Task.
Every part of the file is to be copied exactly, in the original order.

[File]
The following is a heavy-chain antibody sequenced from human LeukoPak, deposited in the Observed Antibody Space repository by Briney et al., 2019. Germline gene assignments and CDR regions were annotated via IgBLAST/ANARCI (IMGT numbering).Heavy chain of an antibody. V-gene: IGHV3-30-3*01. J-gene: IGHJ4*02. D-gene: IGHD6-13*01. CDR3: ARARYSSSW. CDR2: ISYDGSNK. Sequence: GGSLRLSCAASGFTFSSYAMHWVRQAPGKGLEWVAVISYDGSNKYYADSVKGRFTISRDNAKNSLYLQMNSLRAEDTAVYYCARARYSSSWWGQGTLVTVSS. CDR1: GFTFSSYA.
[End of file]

The following is a heavy-chain antibody sequenced from human LeukoPak, deposited in the Observed Antibody Space repository by Briney et al., 2019. Germline gene assignments and CDR regions were annotated via IgBLAST/ANARCI (IMGT numbering).Heavy chain of an antibody. V-gene: IGHV3-30-3*01. J-gene: IGHJ4*02. D-gene: IGHD6-13*01. CDR3: ARARYSSSW. CDR2: ISYDGSNK. Sequence: GGSLRLSCAASGFTFSSYAMHWVRQAPGKGLEWVAVISYDGSNKYYADSVKGRFTISRDNAKNSLYLQMNSLRAEDTAVYYCARARYSSSWWGQGTLVTVSS. CDR1: GFTFSSYA.